Returner (2002)

Directed by
Entertaining for a couple of hours
Reviewed by Simon on 2003-03-23

You know what I hate? I hate it when a cute chick from the future slaps a bomb to my neck and tells me I have to help her save the world or die. Takeshi Kaneshiro evidently feels the same way, and when Anne Suzuki turns up under just such circumstances, he takes an instant dislike to her. The feeling is mutual... in fact, the two hit it off so badly you know they'll be in love before the movie ends.

Anne is here from the year 2084, where the human race is virtually extinct thanks to an invasion from a technologically advanced alien species called the Daggra. Thankfully the last remaining resistance cell manages to build a time machine, so she is able to head back to 2002 with the mission of killing the first alien that landed on the planet. Presumably she hopes the rest of the invasion force will get scared and go away or something.

Takeshi Kaneshiro is... well, some kind of gun for hire or something. Not naturally a hero, especially, but the kind of guy you can rely on to save the world in a crisis.

I'm not sure why, but it seems to be a law that the bigger the budget a movie has, the dumber the script will be. It probably has something to do with quantum physics.

Returner appears to have had a pretty big budget.

That's not to say it isn't an entertaining experience, however... and I suspect the majority of people don't want too much brain taxing with their popcorn flicks anyway. At least we're not looking at a budget the size of Independence Day, for instance (though that movie might be considered an influence, along with The Terminator and The Matrix and probably a host of others).

Takeshi Kaneshiro is a fairly versatile actor, in that he manages to not quite suck in a wide variety of roles. Action isn't his best genre, but he does look cooler in a trench coat and bullet time than Keanu Reaves. Don't know much about Anne Suzuki, but I'd guess she's a pop star rather than an experienced actress. She looks quite cute in an anime kind of way, though, and gives her all to her role. The movie almost belongs to Goro Kishitani though, as the charismatic stroke psychotic bad guy. He plays his role in a very over the top fashion, which at least lightens the tone of the movie somewhat.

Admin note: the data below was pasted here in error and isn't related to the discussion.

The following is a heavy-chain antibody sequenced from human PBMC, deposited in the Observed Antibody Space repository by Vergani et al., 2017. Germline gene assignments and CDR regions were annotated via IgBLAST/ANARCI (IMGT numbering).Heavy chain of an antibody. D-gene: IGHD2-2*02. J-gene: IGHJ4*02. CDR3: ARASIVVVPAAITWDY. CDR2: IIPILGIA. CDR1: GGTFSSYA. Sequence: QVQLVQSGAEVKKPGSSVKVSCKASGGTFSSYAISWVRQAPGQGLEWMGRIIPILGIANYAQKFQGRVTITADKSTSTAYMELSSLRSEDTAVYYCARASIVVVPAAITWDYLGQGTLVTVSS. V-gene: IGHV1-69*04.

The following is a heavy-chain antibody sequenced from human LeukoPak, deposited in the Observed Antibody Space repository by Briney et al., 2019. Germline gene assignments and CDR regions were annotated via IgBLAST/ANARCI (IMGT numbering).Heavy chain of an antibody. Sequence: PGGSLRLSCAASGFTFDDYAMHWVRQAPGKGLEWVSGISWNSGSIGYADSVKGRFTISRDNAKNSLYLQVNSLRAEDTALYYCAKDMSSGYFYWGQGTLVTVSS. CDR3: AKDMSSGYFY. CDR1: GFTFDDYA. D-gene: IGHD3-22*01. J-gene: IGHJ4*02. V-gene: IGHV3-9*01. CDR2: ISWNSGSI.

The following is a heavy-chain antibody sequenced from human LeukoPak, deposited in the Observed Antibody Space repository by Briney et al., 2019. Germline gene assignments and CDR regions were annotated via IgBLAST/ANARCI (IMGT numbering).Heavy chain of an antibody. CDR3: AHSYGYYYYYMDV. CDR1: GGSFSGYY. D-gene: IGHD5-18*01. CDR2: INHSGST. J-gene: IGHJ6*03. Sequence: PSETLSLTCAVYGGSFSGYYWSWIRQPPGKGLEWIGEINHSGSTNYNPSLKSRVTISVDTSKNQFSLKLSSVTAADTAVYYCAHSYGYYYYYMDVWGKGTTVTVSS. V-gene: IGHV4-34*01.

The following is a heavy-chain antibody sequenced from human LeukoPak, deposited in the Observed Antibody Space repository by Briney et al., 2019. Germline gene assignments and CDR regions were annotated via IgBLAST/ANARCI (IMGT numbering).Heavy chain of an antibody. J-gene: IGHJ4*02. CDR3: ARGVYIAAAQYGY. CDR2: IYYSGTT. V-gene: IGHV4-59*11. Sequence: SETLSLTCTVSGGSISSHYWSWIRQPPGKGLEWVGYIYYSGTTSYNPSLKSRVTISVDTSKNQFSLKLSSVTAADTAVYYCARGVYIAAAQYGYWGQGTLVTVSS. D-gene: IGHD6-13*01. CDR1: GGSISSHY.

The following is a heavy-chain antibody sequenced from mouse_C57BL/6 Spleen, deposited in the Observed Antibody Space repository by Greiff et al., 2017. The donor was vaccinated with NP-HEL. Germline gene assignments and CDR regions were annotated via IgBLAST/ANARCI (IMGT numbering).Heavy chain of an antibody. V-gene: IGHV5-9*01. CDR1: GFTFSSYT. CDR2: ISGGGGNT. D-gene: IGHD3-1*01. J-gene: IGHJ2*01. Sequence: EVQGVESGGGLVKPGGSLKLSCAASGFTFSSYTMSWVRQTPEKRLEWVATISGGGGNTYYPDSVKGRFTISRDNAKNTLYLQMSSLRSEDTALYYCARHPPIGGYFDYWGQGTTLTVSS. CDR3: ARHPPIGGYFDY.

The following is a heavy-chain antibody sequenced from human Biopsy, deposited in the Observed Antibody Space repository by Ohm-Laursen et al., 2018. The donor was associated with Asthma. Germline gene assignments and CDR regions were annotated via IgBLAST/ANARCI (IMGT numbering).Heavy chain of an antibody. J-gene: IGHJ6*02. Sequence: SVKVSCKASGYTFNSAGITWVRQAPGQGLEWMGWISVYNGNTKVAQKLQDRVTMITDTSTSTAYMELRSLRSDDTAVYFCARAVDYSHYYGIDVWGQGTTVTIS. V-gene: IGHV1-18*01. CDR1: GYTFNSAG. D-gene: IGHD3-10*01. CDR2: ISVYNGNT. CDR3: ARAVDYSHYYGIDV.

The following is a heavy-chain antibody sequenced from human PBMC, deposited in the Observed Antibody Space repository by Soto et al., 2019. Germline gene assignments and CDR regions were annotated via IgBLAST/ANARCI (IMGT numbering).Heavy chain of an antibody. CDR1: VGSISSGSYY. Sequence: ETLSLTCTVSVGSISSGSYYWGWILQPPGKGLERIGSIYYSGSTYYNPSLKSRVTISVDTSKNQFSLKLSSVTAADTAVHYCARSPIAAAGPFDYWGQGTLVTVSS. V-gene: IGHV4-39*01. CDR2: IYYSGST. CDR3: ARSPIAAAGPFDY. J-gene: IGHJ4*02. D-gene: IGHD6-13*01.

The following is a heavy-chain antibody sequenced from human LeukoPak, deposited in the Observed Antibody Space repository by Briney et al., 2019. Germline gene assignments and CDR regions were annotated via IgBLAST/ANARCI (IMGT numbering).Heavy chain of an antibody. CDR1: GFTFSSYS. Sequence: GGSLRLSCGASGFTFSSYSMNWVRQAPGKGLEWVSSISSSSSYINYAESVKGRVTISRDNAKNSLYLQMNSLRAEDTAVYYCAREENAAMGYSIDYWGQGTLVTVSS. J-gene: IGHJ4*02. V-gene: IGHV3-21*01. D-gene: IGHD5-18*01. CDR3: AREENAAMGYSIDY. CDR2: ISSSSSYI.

The script and acting in the movie aren't going to win any awards, but if you don't try to make sense of it the story is quite entertaining, and a suitable enough excuse for some nice action and special effects. The action takes after The Matrix more than a little, and whilst it isn't up to the same standard it does contain some pretty cool sequences. The special effects are pretty Matrix-y too, for that matter, but well below the standard Hollywood has attained these days.

When most other countries try to take Hollywood on at its own game (brainless blockbusters), they fail miserably. RETURNER impresses because it fails quite gracefully. Although it can easily be criticised for its story, characters, script, originality, intelligence, special effects, it presents just enough of each with enthusiasm and style to be entertaining for a couple of hours. Everybody needs a few movies like this in their diet, and its nice to see Japan providing one.